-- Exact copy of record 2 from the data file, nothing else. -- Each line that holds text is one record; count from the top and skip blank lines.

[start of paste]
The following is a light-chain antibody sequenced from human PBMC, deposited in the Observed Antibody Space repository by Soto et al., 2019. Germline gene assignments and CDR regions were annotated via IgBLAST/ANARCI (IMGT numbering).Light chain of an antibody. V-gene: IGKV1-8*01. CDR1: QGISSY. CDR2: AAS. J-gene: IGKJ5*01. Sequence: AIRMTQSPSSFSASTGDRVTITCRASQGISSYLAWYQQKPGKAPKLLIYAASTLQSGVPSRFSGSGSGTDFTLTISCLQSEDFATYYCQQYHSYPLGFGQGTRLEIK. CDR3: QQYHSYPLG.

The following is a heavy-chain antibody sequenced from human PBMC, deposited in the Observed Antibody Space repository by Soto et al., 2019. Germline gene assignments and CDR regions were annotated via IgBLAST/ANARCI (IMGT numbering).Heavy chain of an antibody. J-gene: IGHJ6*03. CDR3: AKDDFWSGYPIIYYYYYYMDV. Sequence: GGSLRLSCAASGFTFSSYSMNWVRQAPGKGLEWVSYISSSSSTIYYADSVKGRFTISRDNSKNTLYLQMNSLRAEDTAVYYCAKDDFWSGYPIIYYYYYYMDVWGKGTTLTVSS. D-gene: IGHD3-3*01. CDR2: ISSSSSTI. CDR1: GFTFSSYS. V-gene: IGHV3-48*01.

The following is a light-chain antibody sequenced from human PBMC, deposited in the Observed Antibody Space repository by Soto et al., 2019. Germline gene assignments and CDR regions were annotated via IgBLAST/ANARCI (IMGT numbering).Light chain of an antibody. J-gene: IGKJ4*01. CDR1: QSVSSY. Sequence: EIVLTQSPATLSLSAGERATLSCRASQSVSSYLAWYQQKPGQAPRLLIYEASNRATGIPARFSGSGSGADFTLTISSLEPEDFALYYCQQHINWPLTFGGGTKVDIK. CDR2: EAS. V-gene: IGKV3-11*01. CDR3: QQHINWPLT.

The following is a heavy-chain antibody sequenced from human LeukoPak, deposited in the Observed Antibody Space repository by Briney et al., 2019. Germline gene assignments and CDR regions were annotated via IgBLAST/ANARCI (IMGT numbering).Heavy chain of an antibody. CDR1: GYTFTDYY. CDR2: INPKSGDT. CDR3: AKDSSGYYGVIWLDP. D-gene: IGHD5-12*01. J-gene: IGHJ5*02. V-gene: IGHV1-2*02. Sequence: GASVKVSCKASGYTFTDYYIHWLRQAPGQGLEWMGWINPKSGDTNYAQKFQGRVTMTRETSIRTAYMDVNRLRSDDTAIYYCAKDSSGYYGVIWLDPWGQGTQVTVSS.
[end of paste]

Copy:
The following is a heavy-chain antibody sequenced from human PBMC, deposited in the Observed Antibody Space repository by Soto et al., 2019. Germline gene assignments and CDR regions were annotated via IgBLAST/ANARCI (IMGT numbering).Heavy chain of an antibody. J-gene: IGHJ6*03. CDR3: AKDDFWSGYPIIYYYYYYMDV. Sequence: GGSLRLSCAASGFTFSSYSMNWVRQAPGKGLEWVSYISSSSSTIYYADSVKGRFTISRDNSKNTLYLQMNSLRAEDTAVYYCAKDDFWSGYPIIYYYYYYMDVWGKGTTLTVSS. D-gene: IGHD3-3*01. CDR2: ISSSSSTI. CDR1: GFTFSSYS. V-gene: IGHV3-48*01.